A bit of China at this year's Grammy Awards

Yao Minji
Two musicians of Chinese descent, Laufey Lín Bing Jónsdóttir and Yuja Wang, who won the Grammy Awards this year, are being widely celebrated on social media.
Yao Minji

Two Grammy winners trended overnight on Chinese social media.

At the 66th Grammys, Chinese-Icelandic Gen-Z singer-songwriter Laufey Lín Bing Jónsdóttir won Best Traditional Pop Vocal Album.

"I never in a million years thought that this would happen," she remarked in her acceptance speech taking off on a European tour.

A bit of China at this year's Grammy Awards

Jónsdóttir's RED account was updated with her latest Grammy pictures.

Beijing-born pianist Yuja Wang, who is now based in the US, won her first Grammy after being nominated four times since 2009.

Wang was forced to miss the event as she was preparing for a concert with Czech Philharmonic on February 8.

Wang was named "one of the most talented musicians on the face of the Earth right now, a person who's drawn so many people to the music that we play" by her Best Classical Instrumental Solo co-winner and conductor Teddy Abrams.

A bit of China at this year's Grammy Awards

Yuja Wang has won the Best Classical Instrumental Solo with "The American Project."

Born to a Chinese violinist mother and Icelandic economist father, Jónsdóttir spent her childhood between Washington DC and Reykjavik, with summer camps in Beijing.

She committed herself to "making music for Gen-Z" when her second studio album "Bewitched" set the Spotify jazz streaming record on its release day with 5.7 million streams, surpassing Lady Gaga and Tony Bennett's 2021 album "Love for Sale."

The performer has only begun to get Chinese social media followers compared with her over 3.8 million TikTok fans. Her Grammy performance video went viral on Weibo, China's equivalent to X, garnering over 200,000 views in 10 hours.

"Coming from two different cultures between Iceland and China (gives) me a very open view of music and culture," she said in Hong Kong last year.

She also played at the Beijing Music Festival last year, winning over young admirers who call her Big Sister Bing.

Now, more of them are asking who this half-Chinese musician is?

A bit of China at this year's Grammy Awards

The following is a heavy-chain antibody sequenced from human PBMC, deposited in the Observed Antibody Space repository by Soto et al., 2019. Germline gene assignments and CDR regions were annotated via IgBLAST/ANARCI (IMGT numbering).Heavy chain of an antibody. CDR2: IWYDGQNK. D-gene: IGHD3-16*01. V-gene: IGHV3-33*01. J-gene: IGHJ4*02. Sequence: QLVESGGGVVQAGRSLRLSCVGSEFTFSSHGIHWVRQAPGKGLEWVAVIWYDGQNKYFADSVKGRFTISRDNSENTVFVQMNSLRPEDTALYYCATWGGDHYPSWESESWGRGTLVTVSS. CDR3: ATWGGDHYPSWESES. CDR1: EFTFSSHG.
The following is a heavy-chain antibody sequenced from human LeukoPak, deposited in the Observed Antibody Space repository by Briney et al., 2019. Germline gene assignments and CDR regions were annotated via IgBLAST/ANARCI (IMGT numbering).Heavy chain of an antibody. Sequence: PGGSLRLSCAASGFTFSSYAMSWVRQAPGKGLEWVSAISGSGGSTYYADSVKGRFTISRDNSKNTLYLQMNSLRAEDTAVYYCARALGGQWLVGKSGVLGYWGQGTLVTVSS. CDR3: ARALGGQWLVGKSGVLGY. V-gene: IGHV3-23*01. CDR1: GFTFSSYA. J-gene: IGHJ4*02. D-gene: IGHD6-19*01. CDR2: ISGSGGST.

Jónsdóttir posted her Beijing citywalk photo on Weibo last year.

Many Chinese classical music fans took to her after discovering that her grandfather is Lin Yaoji, a famous violin teacher known as "mining master, champion professor."

In 1962, Lin began violin lessons at Beijing's Central Conservatory of Music. Lin's students have won over 40 prizes in international violin competitions since the 1980s, including 13 gold medals.

Last December, pianist Wang completed a 17-day China tour in nine cities, including Shanghai.

Wang is known for her brilliance, immaculate performances, and trademark short dress and deep bow.

Early on, conservative musicians and media criticized her for not dressing like a classical musician but few criticized her technique.

A bit of China at this year's Grammy Awards

Yuja Wang is seen in this 2015 file photo when she was in Shanghai for a concert.

Wang, who gave her first piano performance at 7 and left China at the age of 14 without any knowledge of English, describes herself as "independent-minded and self-reliant."

Her international and domestic support has grown over time.

Tickets ran out in minutes and there were big queues for her concerts.

In her final two Beijing concerts, Wang performed 50-minute encores.

These two Grammy winners join the growing number of musicians with Chinese heritage who have won Grammys.

Yo-Yo Ma

A bit of China at this year's Grammy Awards

Yo-Yo Ma at the 45th Grammy Awards

The Chinese-American cellist has won 19 Grammy Awards since 1985. He founded the Silk Road Ensemble in 1998 to promote cross-cultural artistic interchange. The group is named after the historical trading route of the same name.

Wu Man

A bit of China at this year's Grammy Awards

Wu Man has recorded over 40 albums, including the Grammy Award-winning "Sing Me Home" for Best World Music Album with the Silkroad Ensemble.

The pipa (Chinese lute) player and composer is the founding member of Yo-Yo Ma's Silkroad project and premiered works by such composers as Philip Glass, Lou Harrison, Terry Riley and Tan Dun.

Wu was born in Hangzhou, Zhejiang Province, and has recorded over 40 albums, including "Sing Me Home" with the Silkroad Ensemble, which won the 59th Grammy for Best World Music Album.

She also featured in a few Grammy-nominated albums including Lou Harrison's "Pipa Concerto" and "Our World in Song."

Tan Dun

A bit of China at this year's Grammy Awards

Tan Dun won Best Score Soundtrack Album For A Motion Picture, Television, or Other Visual Media at the 44th Grammy Awards.

The composer won both the Grammy and Oscar for his original score for Ang Lee's Oscar-winning film, "Crouching Tiger, Hidden Dragon."

Yangjin Lamu

A bit of China at this year's Grammy Awards

Yangjin Lamu (left) and Yukiko Matsuyama at the 53rd Grammys.

The musician from the Xizang Autonomous Region sang "Words of Wish Fulfillment" in Paul Winter Consort's CD "Miho: Journey to the Mountain."

Japan's Miho Museum, which was designed by I.M.Pei, commissioned the album, which won Best New Age Album Grammy in 2011.

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